CONSUMER PRICE INDEX – JANUARY 2020 The Consumer Price Index for All Urban Consumers (CPI-U) rose 0.1 percent in January on a seasonally adjusted basis, after rising 0.2 percent in December, the U.S. Bureau of Labor Statistics reported today. Over the last 12 months, the all items index increased 2.5 percent before seasonal adjustment. The index for shelter accounted for the largest part of the increase in the seasonally adjusted all items index, with the indexes for food and for medical care services also rising. These increases more than offset a decrease in the gasoline index, which fell 1.6 percent in January. The energy index declined 0.7 percent, and the major energy component indexes were mixed. The index for food rose 0.2 percent in January with the indexes for both food at home and food away from home increasing over the month. The index for all items less food and energy rose 0.2 percent in January after increasing 0.1 percent in December. Along with the indexes for shelter and medical care, the indexes for apparel, recreation, education, and airline fares all increased in January. The indexes for used cars and trucks, prescription drugs, motor vehicle insurance, and household furnishings and operations were among those to decline. The all items index increased 2.5 percent for the 12 months ending January, the largest 12-month increase since the period ending October 2018. The index for all items less food and energy rose 2.3 percent over the last 12 months, the same 12-month increase as reported in the previous 3 months. The food index rose 1.8 percent over the last 12 months, while the energy index increased 6.2 percent over that period.
Here’s the headline bullets from Reuters but posted by CNBC, quote:
U.S. underlying consumer prices picked up in January as households paid more for rents and clothing,
The data supported the Federal Reserve’s contention that inflation would gradually rise toward its 2% target.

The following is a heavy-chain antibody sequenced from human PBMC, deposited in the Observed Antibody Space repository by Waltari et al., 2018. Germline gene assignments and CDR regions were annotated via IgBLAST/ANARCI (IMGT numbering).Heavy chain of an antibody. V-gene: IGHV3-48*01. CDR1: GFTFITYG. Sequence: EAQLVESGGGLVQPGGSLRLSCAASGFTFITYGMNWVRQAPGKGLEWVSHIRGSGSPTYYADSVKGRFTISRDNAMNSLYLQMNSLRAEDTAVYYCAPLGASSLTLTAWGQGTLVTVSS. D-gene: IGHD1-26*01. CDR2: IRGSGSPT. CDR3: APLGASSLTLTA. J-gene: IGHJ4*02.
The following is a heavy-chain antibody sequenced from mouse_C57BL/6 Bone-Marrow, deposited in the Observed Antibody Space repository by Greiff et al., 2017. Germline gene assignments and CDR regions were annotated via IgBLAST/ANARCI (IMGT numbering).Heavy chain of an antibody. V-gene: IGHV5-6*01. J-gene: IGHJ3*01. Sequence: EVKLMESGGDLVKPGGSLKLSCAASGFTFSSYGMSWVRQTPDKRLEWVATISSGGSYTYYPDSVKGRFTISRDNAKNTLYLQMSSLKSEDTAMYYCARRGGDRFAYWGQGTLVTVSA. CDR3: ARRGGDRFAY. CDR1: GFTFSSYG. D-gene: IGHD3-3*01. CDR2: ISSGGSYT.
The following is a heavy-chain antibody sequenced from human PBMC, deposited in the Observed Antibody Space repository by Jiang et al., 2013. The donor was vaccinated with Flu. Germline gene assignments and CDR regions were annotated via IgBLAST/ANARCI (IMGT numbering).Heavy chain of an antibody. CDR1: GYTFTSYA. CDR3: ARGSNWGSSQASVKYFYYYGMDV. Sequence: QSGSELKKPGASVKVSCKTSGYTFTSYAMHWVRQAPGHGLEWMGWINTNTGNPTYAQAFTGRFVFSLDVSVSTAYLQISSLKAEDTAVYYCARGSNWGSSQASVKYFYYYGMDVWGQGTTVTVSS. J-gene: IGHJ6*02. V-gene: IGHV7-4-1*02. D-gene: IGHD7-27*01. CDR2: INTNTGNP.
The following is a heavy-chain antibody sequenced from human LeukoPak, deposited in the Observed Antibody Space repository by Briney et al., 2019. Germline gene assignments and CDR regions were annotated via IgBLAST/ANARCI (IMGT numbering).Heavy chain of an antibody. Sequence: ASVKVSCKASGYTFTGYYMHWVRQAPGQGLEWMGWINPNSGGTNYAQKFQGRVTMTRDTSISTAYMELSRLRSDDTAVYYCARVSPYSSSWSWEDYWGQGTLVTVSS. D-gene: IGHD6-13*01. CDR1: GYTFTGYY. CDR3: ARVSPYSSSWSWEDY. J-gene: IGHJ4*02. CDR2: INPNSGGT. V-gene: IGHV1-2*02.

The consumer price index excluding the volatile food and energy components rose 0.2% last month after edging up 0.1% in December, the Labor Department said.
And finally, interest rates are all down today, except 3m T-bills which are up 0.007 to 1.585% as I write this.
Heisenberg posted today on those topics, while my humor makes light of the problem, this is both a very tough problem and a complicated set of information – not for the feint of heart or intellectually lazy 🙂
If you have yet to discern the power of US Fed so far … my question (to the conclusion) is how long will Fed be successful and what happens when not?
The conclusion – totally quoted:
“Things get really – really – messy when you start to think a few steps ahead.
In the absence of a material upturn in ex-US economies (and/or a reinvigorated Phillips curve stateside), there may be no way out of the situation for the Fed. Indeed, anything they do could make things considerably worse.
If all of this already “smacked of inevitability” in Sparks’s original exposition of the problem, Kocic drives the point home emphatically. To wit:
What could happen if the Fed cuts rates in order to weaken the USD? A (temporarily) weaker dollar would imply a stronger EUR (or CNH), which would undermine the effects of foreign QE. As a consequence, the market would likely price in more severe (or extended) QE abroad, which would further compress their yields and create another demand for US assets and USD and, thus, offset the effects of the Fed action — we would be where we started. This would force another round of rate cuts in the US with repeated response abroad causing further rate cuts until US rates catch up with their counterparts abroad This is the troubling destination that poses the most severe long-term risk. If we reach the point of zero rates without being able to inspire growth (and some inflation along the way) either abroad or in the US, we would find ourselves in the disinflationary world with low growth and no policy tools to combat it.